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OTHER VIEWS

Festival teardown goes as smoothly as its operation

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By Peter Thomson
Columnist

Sunday, May 27, 2018

“Now the seats are all empty, let the roadies take the stage. Pack it up and tear it down.” — Jackson Browne, “The Load Out”

Six p.m. Sunday, Main and Water streets. As the last amplified chords rang out someone leaned hard into a mic and growled, “That’s it!” Most of the remainder crowd, still applauding, turned and trundled down the street, others started bagging their folding chairs, with just a few staying for a final goodbye. Along both streets concessionaires, already half-packed, were taking down the flimsy façades of the traveling booths and putting gaudy synthetic material into hard-sided packing cases. They’d be done in minutes.

As the crowd straggled out, vendors’ vans and trucks sidled slowly into the empty road to remove the pipes, angle irons and goodies, followed closely by the cleanup volunteers. By 6:30 p.m., the main performance area was being dismantled. It was one of those imposing modular stages with electric connections and tubing. But it took a crew of yellow-shirted volunteers to break it down and fold it into itself like a giant Transformer toy. The crew, with City Manager Rich Olson pitching in, stripped the stairs and rails, supports and struts, tossed the iron up to willing hands and strapped them down. The sides came up, overhanging roofs were lowered hydraulically. Once together, except for some exposed pipe fittings, it looked like any other large steel-sided trailer.

On Main Street the fire department had arrived. While police cars kept traffic at bay, firemen with spray tanks on their backs put non-toxic cleaner on the marks used to delineate booth areas. Then fire hoses were unshipped and the street washed down.

A blue-shirted volunteer cleanup crew with pickup pincers, crisscrossed the area gathering loose scraps of paper and bits of funnel cake, stuffing them into trash cans and then manhandling those to pickup points.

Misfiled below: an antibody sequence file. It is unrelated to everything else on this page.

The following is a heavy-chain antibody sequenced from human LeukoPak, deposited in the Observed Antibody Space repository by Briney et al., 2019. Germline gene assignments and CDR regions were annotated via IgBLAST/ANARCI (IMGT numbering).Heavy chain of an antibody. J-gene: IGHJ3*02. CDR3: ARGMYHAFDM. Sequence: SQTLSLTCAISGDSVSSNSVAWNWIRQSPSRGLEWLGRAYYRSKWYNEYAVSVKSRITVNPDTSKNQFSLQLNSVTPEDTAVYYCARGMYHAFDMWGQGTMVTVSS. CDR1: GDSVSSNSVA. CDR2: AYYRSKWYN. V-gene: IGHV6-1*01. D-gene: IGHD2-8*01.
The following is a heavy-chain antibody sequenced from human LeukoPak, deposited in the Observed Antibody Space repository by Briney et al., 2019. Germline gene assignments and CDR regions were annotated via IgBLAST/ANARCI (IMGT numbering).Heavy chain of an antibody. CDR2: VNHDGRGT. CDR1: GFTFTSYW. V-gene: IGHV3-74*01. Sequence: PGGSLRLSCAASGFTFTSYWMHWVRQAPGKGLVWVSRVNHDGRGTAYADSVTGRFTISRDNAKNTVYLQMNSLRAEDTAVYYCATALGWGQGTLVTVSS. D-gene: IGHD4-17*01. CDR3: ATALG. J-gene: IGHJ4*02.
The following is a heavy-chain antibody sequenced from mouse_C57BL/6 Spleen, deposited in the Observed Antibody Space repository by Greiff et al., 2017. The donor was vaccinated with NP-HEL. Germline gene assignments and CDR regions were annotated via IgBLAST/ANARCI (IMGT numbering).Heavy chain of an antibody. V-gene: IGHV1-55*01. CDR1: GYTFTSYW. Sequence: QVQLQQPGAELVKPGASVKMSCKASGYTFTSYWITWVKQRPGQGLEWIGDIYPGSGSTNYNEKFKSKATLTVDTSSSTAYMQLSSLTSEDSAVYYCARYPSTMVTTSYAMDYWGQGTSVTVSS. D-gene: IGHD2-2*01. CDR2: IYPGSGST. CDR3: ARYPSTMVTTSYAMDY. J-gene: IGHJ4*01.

The Main Stage’s large tow truck was guided backward by a black-shirted roadie. Moving it an inch here, a half inch there, the ball at the rear was guided to a position under the tow hitch. Hydraulically the hitch was lowered onto the ball, double-secured and then with a clank and a screech the big rig started back to Wilmington through a corridor opened by the cops.

The last of the blue-shirts searched for a final scrap. The street was cleaner now than on the Thursday before the festival. The firemen rolled up their hoses, Rich took a last look around, shook hands with the chief and left; the street cleaning truck came around the corner and started a final scour.

Elizabeth City’ N.C. Potato Festival is really a triumph of organization and coordination. Most festival-goers didn’t see the emergency medical technicians ready to act or the fire trucks parked nearby. They probably didn’t notice the police presence or the constant flow of volunteers doing the cleaning and monitoring and replenishing of the volunteer booths. And that’s the way it should be. After all they’re there for continuous music, crazy, fattening food, (fried Oreos?) and new and wonderful rides.

One can argue about the value of the festival to the town, that it could be organized to have a more positive economic impact, and whether or not our tax dollars should support this non-profit fundraiser; but one thing’s for sure: these folks sure know how to put on an event. These folks are: Elizabeth City Downtown, Debbie Malenfant, Rich Olson, Angela Cole, an army of volunteers and the unobtrusive city departments that that together made it happen so smoothly. Good job, folks!

Peter Thomson is a resident of Elizabeth City.

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